The effect of Ca/P concentration and temperature of simulated body fluid on the growth of hydroxyapatite coating on alkali-treated 316L stainless steel
316L-SS is one of the important materials both in orthopaedics and dentistry for bone screw/plate, intra-medullary rod, fixation wire, HIP joint, and knee joint. However, the biocompatibility and bone-bonding ability troubled researches for years. In the study, a simple chemical method was tried so as to establish and induce a bioactive HA layer on the surface of 316L stainless steel. When the metallic substrates treated with 10 m NaOH aqueous solution and subsequently heated at 600°C, a thin sodium chromium oxide layer was formed on the surfaces as the linking layer for HA and 316L-SS. After 316L-SS treated with alkali solution, it would soak into a simulated body fluid with higher concentration of calcium and phosphorous ions to increase the possibility of nucleation of HA. However, the iron oxide and iron chromium oxides were formed on the surface when calcium and phosphorous ions increased. This resulted in loosening the HA layer. When the alkali-treated 316L-SS was soaked into SBF at a temperature of 80°C, it could form a dense and uniform bone-like hydroxyapatite layer on the surface. In the research, the mechanism of the formation of sodium chromium oxide and HA would also be described by the analysis of X-ray diffractometer, scanning electron microscope, energy-dispersion spectrophotometer, and Fourier transformation infrared.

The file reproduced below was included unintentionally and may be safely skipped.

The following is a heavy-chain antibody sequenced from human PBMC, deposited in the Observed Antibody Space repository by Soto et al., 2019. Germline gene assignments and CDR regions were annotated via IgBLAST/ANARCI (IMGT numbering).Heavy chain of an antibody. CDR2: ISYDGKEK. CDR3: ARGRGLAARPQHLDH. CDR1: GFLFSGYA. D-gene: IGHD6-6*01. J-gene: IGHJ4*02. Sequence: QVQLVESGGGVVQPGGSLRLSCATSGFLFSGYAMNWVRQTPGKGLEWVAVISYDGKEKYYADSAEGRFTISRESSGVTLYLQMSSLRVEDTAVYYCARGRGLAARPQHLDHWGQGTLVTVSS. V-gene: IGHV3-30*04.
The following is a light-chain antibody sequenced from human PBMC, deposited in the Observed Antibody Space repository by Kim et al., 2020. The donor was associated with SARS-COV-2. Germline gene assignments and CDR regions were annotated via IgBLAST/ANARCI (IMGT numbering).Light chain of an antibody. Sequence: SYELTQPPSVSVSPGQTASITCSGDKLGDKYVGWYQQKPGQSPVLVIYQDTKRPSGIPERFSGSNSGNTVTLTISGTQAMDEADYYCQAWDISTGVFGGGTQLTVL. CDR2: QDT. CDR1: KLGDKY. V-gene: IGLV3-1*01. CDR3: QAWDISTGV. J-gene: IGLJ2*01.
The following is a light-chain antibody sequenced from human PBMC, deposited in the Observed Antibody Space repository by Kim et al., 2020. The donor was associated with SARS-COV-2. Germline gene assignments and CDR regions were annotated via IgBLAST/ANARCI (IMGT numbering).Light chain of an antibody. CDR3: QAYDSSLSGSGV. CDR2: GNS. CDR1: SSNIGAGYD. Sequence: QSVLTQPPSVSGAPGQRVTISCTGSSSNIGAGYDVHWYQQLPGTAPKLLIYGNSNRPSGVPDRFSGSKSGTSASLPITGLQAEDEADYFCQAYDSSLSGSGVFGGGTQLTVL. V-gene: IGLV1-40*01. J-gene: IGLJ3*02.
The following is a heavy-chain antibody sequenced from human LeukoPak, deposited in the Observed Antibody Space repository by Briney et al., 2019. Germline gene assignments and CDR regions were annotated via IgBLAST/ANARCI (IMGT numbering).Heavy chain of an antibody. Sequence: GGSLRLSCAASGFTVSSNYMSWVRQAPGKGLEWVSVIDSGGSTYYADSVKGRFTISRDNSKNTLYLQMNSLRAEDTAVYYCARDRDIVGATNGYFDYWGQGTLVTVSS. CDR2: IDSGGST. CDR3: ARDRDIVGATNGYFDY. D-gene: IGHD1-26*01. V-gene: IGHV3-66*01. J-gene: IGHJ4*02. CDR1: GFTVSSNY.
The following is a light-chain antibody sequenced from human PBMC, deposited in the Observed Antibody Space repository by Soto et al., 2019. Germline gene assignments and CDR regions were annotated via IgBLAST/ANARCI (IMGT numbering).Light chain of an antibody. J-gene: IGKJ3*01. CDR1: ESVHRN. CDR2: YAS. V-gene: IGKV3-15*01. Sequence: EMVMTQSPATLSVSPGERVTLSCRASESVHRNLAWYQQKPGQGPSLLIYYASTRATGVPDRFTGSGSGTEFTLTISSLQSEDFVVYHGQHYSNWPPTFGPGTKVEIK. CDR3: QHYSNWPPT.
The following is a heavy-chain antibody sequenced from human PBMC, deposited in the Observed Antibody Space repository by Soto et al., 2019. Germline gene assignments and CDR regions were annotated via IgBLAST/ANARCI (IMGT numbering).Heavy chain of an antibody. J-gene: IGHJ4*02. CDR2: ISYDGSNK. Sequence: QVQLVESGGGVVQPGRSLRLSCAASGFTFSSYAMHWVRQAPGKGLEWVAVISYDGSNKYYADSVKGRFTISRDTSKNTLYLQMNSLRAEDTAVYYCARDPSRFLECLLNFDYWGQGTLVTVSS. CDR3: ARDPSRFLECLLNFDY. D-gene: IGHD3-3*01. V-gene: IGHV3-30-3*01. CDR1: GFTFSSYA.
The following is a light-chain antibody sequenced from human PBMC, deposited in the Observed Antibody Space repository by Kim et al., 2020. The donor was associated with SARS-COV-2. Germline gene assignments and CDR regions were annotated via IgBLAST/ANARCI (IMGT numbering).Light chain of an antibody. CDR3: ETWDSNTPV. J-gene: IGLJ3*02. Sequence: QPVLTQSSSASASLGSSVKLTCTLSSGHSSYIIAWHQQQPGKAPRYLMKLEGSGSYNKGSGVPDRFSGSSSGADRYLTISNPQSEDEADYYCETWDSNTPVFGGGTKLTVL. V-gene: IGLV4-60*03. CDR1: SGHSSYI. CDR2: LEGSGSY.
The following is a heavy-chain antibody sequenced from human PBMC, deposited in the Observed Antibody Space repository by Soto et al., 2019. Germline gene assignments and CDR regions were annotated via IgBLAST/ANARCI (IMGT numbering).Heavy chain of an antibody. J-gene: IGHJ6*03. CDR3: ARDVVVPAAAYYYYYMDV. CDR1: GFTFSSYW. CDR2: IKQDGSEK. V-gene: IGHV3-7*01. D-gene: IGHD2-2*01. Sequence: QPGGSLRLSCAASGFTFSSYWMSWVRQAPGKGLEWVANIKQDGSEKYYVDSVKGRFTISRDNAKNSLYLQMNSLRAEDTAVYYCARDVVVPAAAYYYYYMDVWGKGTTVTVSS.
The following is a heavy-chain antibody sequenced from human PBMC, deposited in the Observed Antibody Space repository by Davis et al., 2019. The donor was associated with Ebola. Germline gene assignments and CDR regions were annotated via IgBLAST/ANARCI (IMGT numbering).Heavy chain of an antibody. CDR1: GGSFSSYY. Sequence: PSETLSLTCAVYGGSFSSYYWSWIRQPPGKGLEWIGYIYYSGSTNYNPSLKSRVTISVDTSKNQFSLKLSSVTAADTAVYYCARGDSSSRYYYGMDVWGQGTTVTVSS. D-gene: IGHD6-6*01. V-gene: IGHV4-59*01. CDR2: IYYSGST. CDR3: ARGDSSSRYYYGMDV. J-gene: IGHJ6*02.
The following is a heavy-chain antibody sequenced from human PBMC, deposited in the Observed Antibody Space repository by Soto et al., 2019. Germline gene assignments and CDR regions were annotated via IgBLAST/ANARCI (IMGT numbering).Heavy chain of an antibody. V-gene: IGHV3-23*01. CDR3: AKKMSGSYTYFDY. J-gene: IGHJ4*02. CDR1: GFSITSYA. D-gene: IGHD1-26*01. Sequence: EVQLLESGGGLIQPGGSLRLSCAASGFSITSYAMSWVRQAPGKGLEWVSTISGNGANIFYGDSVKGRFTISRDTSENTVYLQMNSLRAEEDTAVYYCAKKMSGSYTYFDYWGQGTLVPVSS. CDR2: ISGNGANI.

Journal: Biomaterials - Volume 23, Issue 19, October 2002, Pages 4029–4038